Afghan forces raid Pakistani village, kill 2 'Taliban suspects'

KS

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Daily Times - Leading News Resource of Pakistan


* Afghan forces raid house of tribal elder Sadullah in Badini area close to border

* Balochistan government informs Foreign Ministry of incident

By Mohammad Zafar

QUETTA: Afghan security forces raided a house inside Pakistan, kidnapped two suspected Taliban fighters and later shot them dead, sources said on Saturday.

The incident took place in Badini area close to the Afghan border.

"The Afghan forces raided the residence of tribal elder Sadullah Kakar and whisked away two Taliban suspects," the sources said.

The house is located more than a kilometre inside the Pakistani territory, they said, adding that the Afghan forces violated the borders, attacked the residence of Kakar and took with them two persons – Abdullah and Muhammad Sarwar Shabozai. Residents of the area confirmed the two people had been shot dead by Afghan forces. Officials said the Afghan authorities had not returned the bodies of the slain Pakistanis. The relatives of the victims said, however, that three people had been abducted and killed by Afghan forces. The third victim, according to them, was identified as Din Muhammad.

Taking strong exception to the border violation, the Balochistan government has informed the Foreign Ministry about the incident. "We have convened an immediate meeting with the Quetta-based Afghan Consul General through the Foreign Ministry to discuss the incident that took place in Qilla Saifullah," said Balochistan Home Secretary Nasebullah Bazai.

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Looks like Indian Army is training the Afghan forces nice enough :thumb:
 

pmaitra

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Taking strong exception to the border violation, the Balochistan government has informed the Foreign Ministry about the incident.
Strong exception my foot. What about Pakistan constantly violating the border for more than a decade?

Good job Afghans!
 

KS

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Strong exception my foot. What about Pakistan constantly violating the border for more than a decade?

Good job Afghans!
For starters, Afghans dont recognize the Duran line as valid..So technically there was no violation in the first place ...:rolleyes:
 

Tronic

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Now it is time for the Afghans to show the Indian government how to catch and kill terrorist rats.

Job well done, if true.
 

Bhadra

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One day the Durranies (Pathans) will trample the plains of Pakistani Punjab as they always did !
 

Yusuf

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Didn't try kill any terrorists in uniform?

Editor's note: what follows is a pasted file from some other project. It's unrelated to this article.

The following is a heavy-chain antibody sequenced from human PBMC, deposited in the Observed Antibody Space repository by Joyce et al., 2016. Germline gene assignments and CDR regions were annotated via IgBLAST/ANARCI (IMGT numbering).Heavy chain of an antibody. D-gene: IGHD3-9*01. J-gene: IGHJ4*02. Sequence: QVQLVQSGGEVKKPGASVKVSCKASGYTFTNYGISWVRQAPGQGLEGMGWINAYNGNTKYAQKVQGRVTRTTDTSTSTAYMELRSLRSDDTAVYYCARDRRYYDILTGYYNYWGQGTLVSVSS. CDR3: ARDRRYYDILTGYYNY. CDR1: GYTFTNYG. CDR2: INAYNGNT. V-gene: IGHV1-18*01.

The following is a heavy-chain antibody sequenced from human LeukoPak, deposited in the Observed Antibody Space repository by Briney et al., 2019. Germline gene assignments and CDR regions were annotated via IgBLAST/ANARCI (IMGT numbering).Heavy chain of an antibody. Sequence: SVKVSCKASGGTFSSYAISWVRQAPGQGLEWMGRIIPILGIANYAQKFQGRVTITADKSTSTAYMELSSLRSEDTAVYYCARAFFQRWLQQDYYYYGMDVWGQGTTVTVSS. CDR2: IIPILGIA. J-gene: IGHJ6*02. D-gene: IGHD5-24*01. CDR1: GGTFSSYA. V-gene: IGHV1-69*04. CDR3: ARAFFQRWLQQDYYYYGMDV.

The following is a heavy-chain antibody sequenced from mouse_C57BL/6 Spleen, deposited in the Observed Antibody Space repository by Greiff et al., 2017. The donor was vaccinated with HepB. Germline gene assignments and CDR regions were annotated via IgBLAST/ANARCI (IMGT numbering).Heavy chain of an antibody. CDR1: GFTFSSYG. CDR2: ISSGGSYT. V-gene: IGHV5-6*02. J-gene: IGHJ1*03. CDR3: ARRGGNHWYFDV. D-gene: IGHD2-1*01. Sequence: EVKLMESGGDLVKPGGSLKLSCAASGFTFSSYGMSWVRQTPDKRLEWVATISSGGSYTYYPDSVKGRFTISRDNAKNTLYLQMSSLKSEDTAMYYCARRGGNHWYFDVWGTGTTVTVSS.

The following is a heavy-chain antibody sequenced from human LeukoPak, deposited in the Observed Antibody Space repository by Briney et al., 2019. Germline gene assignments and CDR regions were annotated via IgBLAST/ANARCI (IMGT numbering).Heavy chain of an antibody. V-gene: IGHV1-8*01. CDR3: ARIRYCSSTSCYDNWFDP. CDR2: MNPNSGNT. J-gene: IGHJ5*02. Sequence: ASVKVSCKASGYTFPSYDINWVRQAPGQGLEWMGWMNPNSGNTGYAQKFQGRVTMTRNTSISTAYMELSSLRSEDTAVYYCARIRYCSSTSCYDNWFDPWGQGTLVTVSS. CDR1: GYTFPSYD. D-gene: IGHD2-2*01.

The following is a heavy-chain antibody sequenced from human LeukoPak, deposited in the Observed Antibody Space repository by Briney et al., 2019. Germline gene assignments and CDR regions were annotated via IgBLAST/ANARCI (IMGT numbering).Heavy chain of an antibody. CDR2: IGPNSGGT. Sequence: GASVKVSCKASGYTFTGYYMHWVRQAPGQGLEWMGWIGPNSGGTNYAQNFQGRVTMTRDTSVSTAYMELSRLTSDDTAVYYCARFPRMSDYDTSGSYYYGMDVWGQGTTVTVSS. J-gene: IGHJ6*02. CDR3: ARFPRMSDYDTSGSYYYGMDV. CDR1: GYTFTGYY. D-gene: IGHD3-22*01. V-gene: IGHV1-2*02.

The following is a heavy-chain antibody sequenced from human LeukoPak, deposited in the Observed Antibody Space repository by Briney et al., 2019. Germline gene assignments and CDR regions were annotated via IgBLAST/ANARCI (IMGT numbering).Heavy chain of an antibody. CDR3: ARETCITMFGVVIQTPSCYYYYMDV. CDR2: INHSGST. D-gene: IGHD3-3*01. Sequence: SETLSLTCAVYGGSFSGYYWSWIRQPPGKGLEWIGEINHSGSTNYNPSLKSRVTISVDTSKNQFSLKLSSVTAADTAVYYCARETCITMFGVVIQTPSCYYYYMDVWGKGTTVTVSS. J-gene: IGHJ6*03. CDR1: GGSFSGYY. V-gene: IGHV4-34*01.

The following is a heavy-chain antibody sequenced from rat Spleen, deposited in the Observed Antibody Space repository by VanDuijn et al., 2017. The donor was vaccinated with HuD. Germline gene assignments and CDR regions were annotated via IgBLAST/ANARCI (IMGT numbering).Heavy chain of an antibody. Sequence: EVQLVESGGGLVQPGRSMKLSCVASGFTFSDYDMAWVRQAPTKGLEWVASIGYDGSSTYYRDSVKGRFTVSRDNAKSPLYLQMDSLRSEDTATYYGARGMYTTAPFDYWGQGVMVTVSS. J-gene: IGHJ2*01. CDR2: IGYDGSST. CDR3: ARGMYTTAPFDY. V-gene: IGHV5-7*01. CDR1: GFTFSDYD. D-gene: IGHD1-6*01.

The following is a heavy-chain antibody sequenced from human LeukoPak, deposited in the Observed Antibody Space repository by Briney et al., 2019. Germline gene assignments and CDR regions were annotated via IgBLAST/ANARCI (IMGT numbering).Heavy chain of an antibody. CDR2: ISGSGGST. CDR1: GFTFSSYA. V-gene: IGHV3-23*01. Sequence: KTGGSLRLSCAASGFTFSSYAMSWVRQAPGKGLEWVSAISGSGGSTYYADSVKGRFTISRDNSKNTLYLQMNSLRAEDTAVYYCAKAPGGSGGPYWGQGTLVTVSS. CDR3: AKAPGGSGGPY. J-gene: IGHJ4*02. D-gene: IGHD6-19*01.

Yusuf

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Afghans should join hands with Baloch Liberation Army. Unfortunately that is very difficult bu then that would create a lot of pressure on the pakis.
 

pmaitra

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Afghans should join hands with Baloch Liberation Army. Unfortunately that is very difficult bu then that would create a lot of pressure on the pakis.
I don't see that happening anytime soon. The Baloch Nationalists have claims on large tracts of Afghan territory.

See the dark green region:


We have 4 parties here:
  • Baloch
  • Afghanistan
  • Pakistan
  • Iran


They all have some disputes with each other, except for between Iran and Afghanistan.
 

Yusuf

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Yeah PM that's why I said its difficult to see it happening but if a compromise is reached between afghans and Baloch against their common enemy, it will help both of them.
 

Ray

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All this is also connected to inter tribal rivalry too!
 

Daredevil

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Well done Afghans. You showed balls unlike Indian polity.
 

pmaitra

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All this is also connected to inter tribal rivalry too!
Absolutely.

I was having a discussion with a Russian friend of mine. Her father was was deployed in Afghanistan during the Soviet-Mujahideen War. Afghans were like, one man from one tribe would tell the Soviets that there were Mujahideen hiding in a certain village and they should go and bomb them. The Soviets would simply go and bomb that village to smithereens. Often, it would turn out that the Afghan who gave the information actually had some personal scores to settle with someone in that village and there no Mujahideen at all.

You never know. It's very complicated.
 

KS

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Absolutely.

I was having a discussion with a Russian friend of mine. Her father was was deployed in Afghanistan during the Soviet-Mujahideen War. Afghans were like, one man from one tribe would tell the Soviets that there were Mujahideen hiding in a certain village and they should go and bomb them. The Soviets would simple go and bomb that village to smithereens. Often, it would turn out that the Afghan who gave the information actually had some personal scores to settle with someone in that village and there no Mujahideen at all.

You never know. It's very complicated.
That happens many times in Kashmir too.

Here its not inter-tribal conflicts but personal enmity. If some one did not like other, they would just tip the sec forces that this guy was an informer to terrorist groups or he was a terrorist himself. The sec forces do the rest and then all hell breaks loose.
 

pmaitra